Slow fashion October: Week 4

This week’s theme is Worn, for which Karen suggested a discussion on heirlooms / second-hand / mending / caring for things / laundering for longevity / design for longevity. I’ve thought a lot about the production end of Slow Fashion October, both as a maker and as a consumer, but I honestly haven’t though as much about mending/care/longevity. That’s not because I don’t do those things- they just haven’t been as much in the forefront of my conscious decision-making. I buy my clothes secondhand whenever possible, and keep my clothing for as long as possible in all cases, generally aiming to mend/alter the garments to keep them going, whether by changing them slightly or turning them into completely new garments.

I really like the way sashiko looks, and I really love the idea of mending as an expression of creativity, not just as a means of keeping garments going a little longer. When I was younger, I patched jeans with funky fabric, and I’ve spent a lot more energy lately on altering clothing rather than mending: my recent shirt-dress made from a giant, thrifted mens’ shirt, cutting sleeves off of too-large t-shirts to make them more wearable for exercise, hemming pants, turning a scarf into a dress. Altering, to me, means making something that’s wearable from something that isn’t, whether that distinction is based on taste or practical considerations.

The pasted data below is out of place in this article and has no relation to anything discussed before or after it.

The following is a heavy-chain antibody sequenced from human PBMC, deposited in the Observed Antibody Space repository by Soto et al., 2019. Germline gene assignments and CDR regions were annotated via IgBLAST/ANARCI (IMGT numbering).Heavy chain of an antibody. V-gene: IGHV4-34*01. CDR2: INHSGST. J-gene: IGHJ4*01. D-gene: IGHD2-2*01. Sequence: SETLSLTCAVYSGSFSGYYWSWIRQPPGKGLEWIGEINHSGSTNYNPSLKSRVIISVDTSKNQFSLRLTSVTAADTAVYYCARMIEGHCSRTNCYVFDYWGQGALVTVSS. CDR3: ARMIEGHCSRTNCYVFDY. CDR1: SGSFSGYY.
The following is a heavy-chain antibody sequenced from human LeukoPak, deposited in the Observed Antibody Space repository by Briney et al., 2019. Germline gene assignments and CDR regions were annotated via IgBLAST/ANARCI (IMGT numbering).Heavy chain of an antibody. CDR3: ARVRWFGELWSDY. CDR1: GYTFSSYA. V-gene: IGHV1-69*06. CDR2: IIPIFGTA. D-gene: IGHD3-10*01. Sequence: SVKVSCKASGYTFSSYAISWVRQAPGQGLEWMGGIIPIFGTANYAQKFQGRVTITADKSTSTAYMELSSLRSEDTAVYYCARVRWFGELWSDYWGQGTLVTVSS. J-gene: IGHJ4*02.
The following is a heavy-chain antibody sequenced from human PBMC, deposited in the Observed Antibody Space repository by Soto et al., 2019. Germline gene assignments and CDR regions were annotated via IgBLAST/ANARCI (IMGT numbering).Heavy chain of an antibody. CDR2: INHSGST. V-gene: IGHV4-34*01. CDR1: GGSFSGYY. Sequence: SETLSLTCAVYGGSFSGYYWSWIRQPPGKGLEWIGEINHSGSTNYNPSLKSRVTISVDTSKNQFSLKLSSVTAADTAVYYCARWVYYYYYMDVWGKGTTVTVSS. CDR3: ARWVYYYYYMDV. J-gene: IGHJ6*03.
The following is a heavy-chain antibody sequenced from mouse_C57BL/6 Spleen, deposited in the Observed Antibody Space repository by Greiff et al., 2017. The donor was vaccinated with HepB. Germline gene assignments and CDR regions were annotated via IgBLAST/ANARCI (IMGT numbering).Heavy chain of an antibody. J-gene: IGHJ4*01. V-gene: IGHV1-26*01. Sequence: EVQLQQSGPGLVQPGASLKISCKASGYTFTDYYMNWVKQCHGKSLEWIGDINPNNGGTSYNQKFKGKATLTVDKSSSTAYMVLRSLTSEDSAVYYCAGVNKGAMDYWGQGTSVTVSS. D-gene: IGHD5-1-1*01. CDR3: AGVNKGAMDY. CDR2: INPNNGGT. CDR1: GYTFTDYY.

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I’ve mended several items for Wes, most notably these pants. I asked him to say a few words on the pants and their time in his life so far: “Isn’t Ralph Loren like a fancy brand? They have an RL on them. They were in some pile of clothes I found back [when I was stationed] in Hawaii. I wore them with a knife clipped to the pocket a lot, so the pocket ripped out. I tried to sew them up, but I’m not very good at sewing, so it didn’t work very well. I was content to just not use that pocket, because anything I put in there would just fall through the pocket into my shoe, but then [Sarah] saw that and fixed it, so now I wear them again.”

I asked him his further thoughts about mending, wearing secondhand, and longevity of clothing: “Most of my clothes come from thrift stores or ‘free piles,’ back when I used to live in a communal/dorm setting. I have a simple sense of style, so it’s easy to bring these items into my wardrobe, as long as they’re neutral and not too riddled with holes… and kind of fit. Then Sarah fixes them.

If I need something, I’ll just buy it- I don’t have a budget for clothes. I feel like if I own something, I’m going to wear it until it’s completely unserviceable. I don’t like the idea of someone throwing away a pair of jeans, for them to rot away in the trash. Cost is probably my primary motive- I think anyone who says that the environment is their primary motive is trying to sound altruistic. I’m sure there are plenty of people who buy new clothes and believe themselves to be environmentally conscious as well. If they’re truly being environmentally conscious, they’re going to shop at a thrift store- they’re not going to buy a new product. If you buy secondhand, you can usually find something that’s so lightly worn, or practically new. For my purposes, I have no attachment to finding something fashionable. There’s the environmental aspect as well, but I can’t say that’s what motivates me. I think it’s good to reuse things, but If anything, it’s about cost- and ultimately, it’s something I don’t dwell on too much.”

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